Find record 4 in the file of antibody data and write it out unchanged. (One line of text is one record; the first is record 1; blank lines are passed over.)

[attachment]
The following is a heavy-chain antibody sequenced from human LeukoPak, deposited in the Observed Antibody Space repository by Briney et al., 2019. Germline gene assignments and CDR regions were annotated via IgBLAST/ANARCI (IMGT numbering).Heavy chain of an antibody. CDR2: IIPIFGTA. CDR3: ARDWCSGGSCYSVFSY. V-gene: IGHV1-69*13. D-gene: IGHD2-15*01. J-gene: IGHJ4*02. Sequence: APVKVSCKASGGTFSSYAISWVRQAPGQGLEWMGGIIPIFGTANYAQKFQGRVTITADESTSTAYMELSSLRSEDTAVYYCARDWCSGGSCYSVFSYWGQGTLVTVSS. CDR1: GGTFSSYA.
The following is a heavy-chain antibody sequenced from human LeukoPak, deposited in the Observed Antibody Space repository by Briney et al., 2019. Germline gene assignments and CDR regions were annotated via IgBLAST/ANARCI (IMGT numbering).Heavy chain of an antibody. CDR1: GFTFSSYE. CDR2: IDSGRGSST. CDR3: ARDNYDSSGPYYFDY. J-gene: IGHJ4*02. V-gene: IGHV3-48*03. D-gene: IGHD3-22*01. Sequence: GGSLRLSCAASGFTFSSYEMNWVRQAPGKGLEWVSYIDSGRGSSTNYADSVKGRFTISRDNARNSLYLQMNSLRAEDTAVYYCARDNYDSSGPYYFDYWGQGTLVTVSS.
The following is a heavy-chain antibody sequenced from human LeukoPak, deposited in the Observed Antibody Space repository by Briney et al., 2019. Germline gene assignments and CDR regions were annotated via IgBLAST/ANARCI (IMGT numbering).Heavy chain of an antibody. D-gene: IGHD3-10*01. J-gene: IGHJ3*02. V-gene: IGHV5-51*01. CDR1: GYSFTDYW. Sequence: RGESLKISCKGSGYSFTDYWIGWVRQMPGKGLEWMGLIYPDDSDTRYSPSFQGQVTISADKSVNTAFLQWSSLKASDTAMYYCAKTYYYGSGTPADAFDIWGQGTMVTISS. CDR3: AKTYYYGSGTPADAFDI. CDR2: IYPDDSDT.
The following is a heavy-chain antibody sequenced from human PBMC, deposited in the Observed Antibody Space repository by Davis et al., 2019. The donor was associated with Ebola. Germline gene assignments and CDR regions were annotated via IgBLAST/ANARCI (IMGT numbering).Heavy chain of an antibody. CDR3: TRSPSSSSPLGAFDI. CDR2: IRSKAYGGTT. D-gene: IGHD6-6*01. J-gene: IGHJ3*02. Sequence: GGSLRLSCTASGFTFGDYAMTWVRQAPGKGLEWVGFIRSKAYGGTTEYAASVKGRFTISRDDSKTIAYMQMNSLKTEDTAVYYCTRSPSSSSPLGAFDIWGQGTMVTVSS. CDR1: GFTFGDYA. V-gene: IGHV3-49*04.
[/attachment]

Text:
The following is a heavy-chain antibody sequenced from human PBMC, deposited in the Observed Antibody Space repository by Davis et al., 2019. The donor was associated with Ebola. Germline gene assignments and CDR regions were annotated via IgBLAST/ANARCI (IMGT numbering).Heavy chain of an antibody. CDR3: TRSPSSSSPLGAFDI. CDR2: IRSKAYGGTT. D-gene: IGHD6-6*01. J-gene: IGHJ3*02. Sequence: GGSLRLSCTASGFTFGDYAMTWVRQAPGKGLEWVGFIRSKAYGGTTEYAASVKGRFTISRDDSKTIAYMQMNSLKTEDTAVYYCTRSPSSSSPLGAFDIWGQGTMVTVSS. CDR1: GFTFGDYA. V-gene: IGHV3-49*04.